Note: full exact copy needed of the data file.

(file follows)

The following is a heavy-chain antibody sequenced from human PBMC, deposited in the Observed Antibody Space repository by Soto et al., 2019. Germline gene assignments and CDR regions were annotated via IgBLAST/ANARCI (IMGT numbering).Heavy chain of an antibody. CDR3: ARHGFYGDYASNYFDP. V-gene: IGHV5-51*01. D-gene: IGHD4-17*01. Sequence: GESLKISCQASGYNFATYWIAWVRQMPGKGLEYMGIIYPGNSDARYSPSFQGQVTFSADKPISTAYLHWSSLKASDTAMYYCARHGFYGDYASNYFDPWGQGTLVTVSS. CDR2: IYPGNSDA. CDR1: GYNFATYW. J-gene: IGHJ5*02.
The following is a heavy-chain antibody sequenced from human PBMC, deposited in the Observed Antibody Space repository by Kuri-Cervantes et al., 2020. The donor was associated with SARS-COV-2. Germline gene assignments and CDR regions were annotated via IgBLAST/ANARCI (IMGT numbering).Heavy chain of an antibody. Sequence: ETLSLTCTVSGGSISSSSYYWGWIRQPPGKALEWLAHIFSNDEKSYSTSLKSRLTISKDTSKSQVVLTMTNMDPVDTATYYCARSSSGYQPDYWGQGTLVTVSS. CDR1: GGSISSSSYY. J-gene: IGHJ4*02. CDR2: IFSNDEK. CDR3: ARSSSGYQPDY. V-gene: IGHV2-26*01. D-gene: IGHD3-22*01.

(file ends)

The following is a heavy-chain antibody sequenced from human PBMC, deposited in the Observed Antibody Space repository by Soto et al., 2019. Germline gene assignments and CDR regions were annotated via IgBLAST/ANARCI (IMGT numbering).Heavy chain of an antibody. CDR3: ARHGFYGDYASNYFDP. V-gene: IGHV5-51*01. D-gene: IGHD4-17*01. Sequence: GESLKISCQASGYNFATYWIAWVRQMPGKGLEYMGIIYPGNSDARYSPSFQGQVTFSADKPISTAYLHWSSLKASDTAMYYCARHGFYGDYASNYFDPWGQGTLVTVSS. CDR2: IYPGNSDA. CDR1: GYNFATYW. J-gene: IGHJ5*02.
The following is a heavy-chain antibody sequenced from human PBMC, deposited in the Observed Antibody Space repository by Kuri-Cervantes et al., 2020. The donor was associated with SARS-COV-2. Germline gene assignments and CDR regions were annotated via IgBLAST/ANARCI (IMGT numbering).Heavy chain of an antibody. Sequence: ETLSLTCTVSGGSISSSSYYWGWIRQPPGKALEWLAHIFSNDEKSYSTSLKSRLTISKDTSKSQVVLTMTNMDPVDTATYYCARSSSGYQPDYWGQGTLVTVSS. CDR1: GGSISSSSYY. J-gene: IGHJ4*02. CDR2: IFSNDEK. CDR3: ARSSSGYQPDY. V-gene: IGHV2-26*01. D-gene: IGHD3-22*01.